What is going on these days? Every time I turn around another company is either not making any money at all or they are operating at a loss and worth a Billion dollars or Billions of dollars? Snapchat was offered $3 Billion?

without billionsHere is my memo to the founders of Snapchat and I also want to share with them my rule. As someone who almost sold for millions of dollars right before the first internet bubble and market crash only to see our negotiations stop when the market did crash and our potential acquirer lost 80% of their value, here is my rule. This rule particularly applies to those who have companies with 0 revenue, that’s zero revenue. At the time I did have revenue but the rule I came up with after that near millionaire miss is simply this:

“If anyone ever offers you money for anything … take it”
– Brian’s Startup Rule

Also as a founder, never forget this:

“Your Investors have invested in multiple companies, if you hit it big they are happy, if you miss and go bankrupt it does not effect them as it effects you. They have other horses in the race, you do not.”
- Common sense

$3 Billion Offer
Apparently the company Snapchat was offered $3 Billion by Facebook. Here is an excellent article by Matthew Klein at Bloomberg about the offer. When it comes to company valuations I know that often times the “value” of the company is just a shot in the dark, there are formulas to multiply earnings, or value a company based on a dollar value for each user, and many others, such as the active users and possibly total “snaps” that occur which is very impressive and they say is at 350 million snaps a day.

My Memo to Snapchat

Snapchat Founders,

I am going to make three assumptions based on what I have read. First, I assume you have a decent amount of stock. Second, you make $0 in revenue. Third, I assume Facebook did indeed offer you $3 Billion. If my assumptions are correct then I can only come to one conclusion, you are making a huge mistake. A billion dollars for a feature? Wakeup, Facebook is not paying you $3 billion dollars because you are worth $3 billion dollars. Facebook is stuck in the public market game where they need to keep their key metrics moving up and to the right.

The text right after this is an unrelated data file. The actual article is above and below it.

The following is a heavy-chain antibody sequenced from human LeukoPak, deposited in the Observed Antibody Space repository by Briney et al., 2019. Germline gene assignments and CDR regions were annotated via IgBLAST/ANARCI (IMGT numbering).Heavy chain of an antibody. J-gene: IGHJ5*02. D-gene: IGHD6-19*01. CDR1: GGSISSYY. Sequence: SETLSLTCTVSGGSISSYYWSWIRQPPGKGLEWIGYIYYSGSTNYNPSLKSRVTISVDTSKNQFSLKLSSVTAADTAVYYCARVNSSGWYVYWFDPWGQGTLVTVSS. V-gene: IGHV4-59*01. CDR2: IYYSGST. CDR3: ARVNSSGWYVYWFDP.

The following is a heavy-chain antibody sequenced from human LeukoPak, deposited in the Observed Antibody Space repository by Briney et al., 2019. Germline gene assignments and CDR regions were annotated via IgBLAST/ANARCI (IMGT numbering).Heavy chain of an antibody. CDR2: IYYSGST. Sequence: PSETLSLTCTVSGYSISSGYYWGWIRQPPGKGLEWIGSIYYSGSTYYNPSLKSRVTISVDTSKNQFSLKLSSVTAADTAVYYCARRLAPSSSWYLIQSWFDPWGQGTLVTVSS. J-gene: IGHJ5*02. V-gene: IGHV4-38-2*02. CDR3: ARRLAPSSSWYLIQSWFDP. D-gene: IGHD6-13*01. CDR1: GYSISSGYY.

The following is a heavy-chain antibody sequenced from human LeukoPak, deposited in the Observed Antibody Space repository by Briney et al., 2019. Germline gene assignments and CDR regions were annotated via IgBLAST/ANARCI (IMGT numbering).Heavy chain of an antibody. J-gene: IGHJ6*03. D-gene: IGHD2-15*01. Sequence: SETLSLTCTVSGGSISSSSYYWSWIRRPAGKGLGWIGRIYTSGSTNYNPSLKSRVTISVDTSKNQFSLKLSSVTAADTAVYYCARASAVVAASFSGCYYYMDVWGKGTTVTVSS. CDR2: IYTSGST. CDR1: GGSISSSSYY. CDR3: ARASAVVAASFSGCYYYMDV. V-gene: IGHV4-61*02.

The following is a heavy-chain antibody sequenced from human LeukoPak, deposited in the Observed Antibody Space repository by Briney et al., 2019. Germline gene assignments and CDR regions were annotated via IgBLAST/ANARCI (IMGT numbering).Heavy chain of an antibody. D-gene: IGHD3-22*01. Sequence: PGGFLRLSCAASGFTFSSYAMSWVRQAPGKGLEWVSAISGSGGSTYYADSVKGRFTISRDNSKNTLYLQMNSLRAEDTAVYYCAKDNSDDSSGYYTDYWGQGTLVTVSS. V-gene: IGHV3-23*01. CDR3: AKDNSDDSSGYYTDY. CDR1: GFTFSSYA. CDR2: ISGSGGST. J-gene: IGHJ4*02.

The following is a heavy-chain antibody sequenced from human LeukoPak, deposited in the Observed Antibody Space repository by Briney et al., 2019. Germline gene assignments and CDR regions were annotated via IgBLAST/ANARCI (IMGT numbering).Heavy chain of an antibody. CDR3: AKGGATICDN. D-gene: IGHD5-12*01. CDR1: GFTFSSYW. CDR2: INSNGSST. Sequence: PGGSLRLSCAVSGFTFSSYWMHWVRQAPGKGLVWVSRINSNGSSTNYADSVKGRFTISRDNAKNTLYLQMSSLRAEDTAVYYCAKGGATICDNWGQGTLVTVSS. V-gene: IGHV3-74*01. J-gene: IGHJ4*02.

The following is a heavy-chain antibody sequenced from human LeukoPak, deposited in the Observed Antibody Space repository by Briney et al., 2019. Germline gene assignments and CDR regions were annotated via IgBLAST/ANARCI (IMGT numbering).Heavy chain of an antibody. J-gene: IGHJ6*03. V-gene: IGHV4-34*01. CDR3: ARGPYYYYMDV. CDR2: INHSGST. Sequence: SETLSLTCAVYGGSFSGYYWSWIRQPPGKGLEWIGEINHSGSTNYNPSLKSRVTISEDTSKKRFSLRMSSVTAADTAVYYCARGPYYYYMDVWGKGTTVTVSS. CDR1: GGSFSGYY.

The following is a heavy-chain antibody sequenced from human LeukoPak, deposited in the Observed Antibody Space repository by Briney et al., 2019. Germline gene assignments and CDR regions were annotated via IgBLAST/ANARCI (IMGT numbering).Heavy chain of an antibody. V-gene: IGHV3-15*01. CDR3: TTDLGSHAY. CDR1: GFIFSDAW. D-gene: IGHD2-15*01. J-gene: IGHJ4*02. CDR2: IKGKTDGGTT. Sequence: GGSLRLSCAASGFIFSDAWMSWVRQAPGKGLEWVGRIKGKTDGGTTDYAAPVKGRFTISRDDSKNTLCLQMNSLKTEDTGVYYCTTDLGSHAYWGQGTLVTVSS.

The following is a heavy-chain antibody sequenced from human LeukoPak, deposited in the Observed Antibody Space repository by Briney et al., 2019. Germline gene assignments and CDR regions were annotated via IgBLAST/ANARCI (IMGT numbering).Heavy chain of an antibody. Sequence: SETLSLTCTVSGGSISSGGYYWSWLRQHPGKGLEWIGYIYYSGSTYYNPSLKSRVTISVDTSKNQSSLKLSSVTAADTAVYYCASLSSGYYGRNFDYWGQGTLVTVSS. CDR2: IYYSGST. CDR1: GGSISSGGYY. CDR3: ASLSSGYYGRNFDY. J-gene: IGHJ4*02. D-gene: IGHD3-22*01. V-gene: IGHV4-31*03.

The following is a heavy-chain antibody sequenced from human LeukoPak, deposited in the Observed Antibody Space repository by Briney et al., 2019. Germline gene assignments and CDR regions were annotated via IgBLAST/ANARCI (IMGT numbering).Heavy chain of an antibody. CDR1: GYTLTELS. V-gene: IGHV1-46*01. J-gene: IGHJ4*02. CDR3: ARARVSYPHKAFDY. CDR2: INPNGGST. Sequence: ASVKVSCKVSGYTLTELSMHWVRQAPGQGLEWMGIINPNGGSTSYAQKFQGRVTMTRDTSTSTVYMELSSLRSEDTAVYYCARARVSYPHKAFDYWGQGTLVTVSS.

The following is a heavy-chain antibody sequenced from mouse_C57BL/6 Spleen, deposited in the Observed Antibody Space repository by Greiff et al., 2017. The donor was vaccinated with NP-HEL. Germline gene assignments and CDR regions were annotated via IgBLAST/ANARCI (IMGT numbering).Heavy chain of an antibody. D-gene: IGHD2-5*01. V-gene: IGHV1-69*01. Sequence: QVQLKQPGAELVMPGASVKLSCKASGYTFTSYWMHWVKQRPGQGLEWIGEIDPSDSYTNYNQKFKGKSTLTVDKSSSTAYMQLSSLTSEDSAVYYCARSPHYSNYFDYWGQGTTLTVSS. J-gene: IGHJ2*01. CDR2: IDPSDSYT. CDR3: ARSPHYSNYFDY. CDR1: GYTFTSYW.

Could they take a billion dollars, hire a bunch of people, sit them in a building and build Snapface? Of course they could, and a lot cheaper than they are paying you. So why don’t they? Because they have to meet their quarterly numbers and it is faster to just buy you then build. Their numbers among younger users appear to be decreasing, by purchasing you they immediately have a segment of the younger market that they need. Again – they have no choice but to acquire due to public market expectations – you are not worth billions of dollars at this point. That does not mean you will not come up with an amazing advertising model, subscription model, or in app purchases, that generates 100’s of millions of annualized revenue, but that remains to be seen. Because eventually you will need that to justify a forward looking valuation in the billions of dollars.

What Are the Options? There are two options: to sell now or not to sell now. If you sell you get $3 Billion. The other option is to not take the money and achieve one of three outcomes: (1) grow the company, go public and have a valuation of over $3 Billion [around what Twitter (NYSE:TWTR) is at this time, and twitter has revenue], (2) you end up staying private and selling later for $3 Billion or more; (3) for some reason, either your mistakes or competition, you sell for less than $3 Billion. So you can take $3 Billion now or take your chances.

What if you are too big to buy? Let us assume you do a next raise of $225 million on $3.8 Billion like pinterest did and this article seems to infer you might also do. That means that the current investors need you to sell for significantly more that $3.8 Billion for them to make money. There is a valuation that eventually is too high for anyone to purchase you, you may take investment and need such a high valuation that you have no choice but to keep going on your own. Of course you could sell for less and those investors, the next round of gamblers, lose some money. But it is a real risk that you end up being too big to buy.

What if the Founders Have No Choice? It is possible that due to the prior rounds of funding, the founders do not have the power to sell the company. The power may be completely in the hands of the investors. In that case, my apologies to the founders, you are in a pickle. It is not uncommon.

Take my ramblings as those from someone who failed and did not sell my first online company for millions at the time. So you could write off my opinion as an opinion from someone who failed and therefore is useless, or you could ponder my opinion because sometimes the best lessons learned are from failure.

Good luck,
Brian


PS: By the way, my business partner Chris pointed out that the main feature of photos becoming deleted so only the receiver can view them does not seem to work or not be as private as users are lead to believe. I only say that based on this article: How to save a Snapchat. That could be a big valuation problem, or not, what do I know.

Here are the Top Online Coupon Sites